so anyway, it's interesting to know what other people think about evolution.
    http://www.users.bigpond.com/rdoolan/topiclist.html
    Talk sense to a fool and he calls you foolish-Euripides
    wikipedia rocks! (except for species info)(CPers-add your vast knowledge of CPs to wikipedia&#33
    A person is smart. People are dumb, panicky, dangerous animals and you know it
    Get all the fools on your side and you can be elected to anything

  6. #246
    Stay chooned in for more! Clint's Avatar
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    Today, hunting, which was a crucial part of survival 100,000 years ago, is nothing more than a violent form of recreation that is unnecessary for the subsistence of the vast majority of hunters.1 Hunting has contributed to the extinction of animal species all over the world, including the Tasmanian tiger2 and the great auk.3

    Although less than 5 percent of the U.S. population hunts,4 it is permitted in many wildlife refuges, national forests and state parks, and other public lands. Forty percent of hunters kill animals on public land,5 which means that every year, on the half-billion acres of public land in the U.S., millions of animals who “belong” to the more than 95 percent of Americans who do not hunt are slaughtered and maimed by hunters,6 and by some estimates, poachers kill just as many illegally.7

    Conservation and Management Programs Fail
    To attract more hunters (and their money), federal and state agencies implement programs—often termed “wildlife management” or “conservation” programs—to boost the number of “game” species so that there are plenty of animals for hunters to kill and, consequently, plenty of revenue from the sale of hunting licenses.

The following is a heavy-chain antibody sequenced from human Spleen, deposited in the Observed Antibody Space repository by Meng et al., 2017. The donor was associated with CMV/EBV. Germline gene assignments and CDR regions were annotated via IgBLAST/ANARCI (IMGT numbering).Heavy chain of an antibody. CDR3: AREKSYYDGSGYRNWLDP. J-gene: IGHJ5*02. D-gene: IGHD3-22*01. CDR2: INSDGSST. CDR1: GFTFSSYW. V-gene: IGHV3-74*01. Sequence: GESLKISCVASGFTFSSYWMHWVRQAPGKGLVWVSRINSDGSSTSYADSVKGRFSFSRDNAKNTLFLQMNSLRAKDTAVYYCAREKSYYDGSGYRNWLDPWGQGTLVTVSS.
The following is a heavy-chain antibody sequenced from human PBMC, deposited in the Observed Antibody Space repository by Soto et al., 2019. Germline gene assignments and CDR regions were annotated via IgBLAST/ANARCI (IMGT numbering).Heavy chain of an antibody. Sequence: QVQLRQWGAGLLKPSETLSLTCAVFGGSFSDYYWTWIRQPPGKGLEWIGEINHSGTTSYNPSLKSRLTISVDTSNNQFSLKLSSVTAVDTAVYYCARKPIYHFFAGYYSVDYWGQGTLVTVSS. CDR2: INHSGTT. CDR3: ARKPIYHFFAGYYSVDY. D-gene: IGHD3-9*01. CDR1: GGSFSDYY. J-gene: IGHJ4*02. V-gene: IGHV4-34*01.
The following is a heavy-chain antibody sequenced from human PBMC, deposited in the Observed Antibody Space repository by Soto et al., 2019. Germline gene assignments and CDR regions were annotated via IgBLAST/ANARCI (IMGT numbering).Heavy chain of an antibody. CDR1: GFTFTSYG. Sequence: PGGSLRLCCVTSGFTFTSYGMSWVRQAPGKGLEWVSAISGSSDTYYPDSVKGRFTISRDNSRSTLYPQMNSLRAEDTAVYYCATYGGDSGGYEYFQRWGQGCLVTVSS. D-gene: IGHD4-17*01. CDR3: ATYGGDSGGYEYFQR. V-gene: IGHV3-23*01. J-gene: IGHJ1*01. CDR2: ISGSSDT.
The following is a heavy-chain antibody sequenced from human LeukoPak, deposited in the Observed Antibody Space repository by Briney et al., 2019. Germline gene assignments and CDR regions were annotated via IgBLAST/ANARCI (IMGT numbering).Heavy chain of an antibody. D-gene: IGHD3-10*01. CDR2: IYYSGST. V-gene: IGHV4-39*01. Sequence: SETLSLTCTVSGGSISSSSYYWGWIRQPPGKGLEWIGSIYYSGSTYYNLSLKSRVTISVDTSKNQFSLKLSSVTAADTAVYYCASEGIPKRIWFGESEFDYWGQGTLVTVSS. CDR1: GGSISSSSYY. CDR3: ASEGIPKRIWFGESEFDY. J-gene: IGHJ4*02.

Duck hunters in Louisiana persuaded the state wildlife agency to direct $100,000 a year toward “reduced predator impact,” which involved trapping foxes and raccoons so that more duck eggs would hatch, giving hunters more birds to kill.8 The Ohio Division of Wildlife teamed up with a hunter-organized society to push for clear-cutting (decimating large tracts of trees) in Wayne National Forest to “produce habitat needed by ruffed grouse.”9

    In Alaska, the Department of Fish and Game is trying to increase the number of moose for hunters by “controlling” the wolf and bear populations. Grizzlies and black bears have been moved hundreds of miles from their homes—two were shot by hunters within two weeks of their relocation, and others have simply returned to their homes10—and wolves have been slaughtered in order to “let the moose population rebound and provide a higher harvest for local hunters.”11 In the early 1990s, a program designed to reduce the wolf population backfired when snares failed to kill victims quickly, and photos of suffering wolves were seen by an outraged public.12

    Colorado is dealing with an overpopulation of elks, but programs aimed at controlling their numbers have led to “mistaken identity” killings of protected moose.13 Although more hunting permits are being issued and tens of thousands of elks are killed every year by hunters, there has been no reduction in the population.14

    Nature Takes Care of Its Own
    If left unaltered, the delicate balance of nature’s ecosystems ensures the survival of most species. Natural predators help maintain this balance by killing only the sickest and weakest individuals. Hunters, however, kill any animal they would like to hang over the fireplace—including large, healthy animals who are needed to keep the population strong.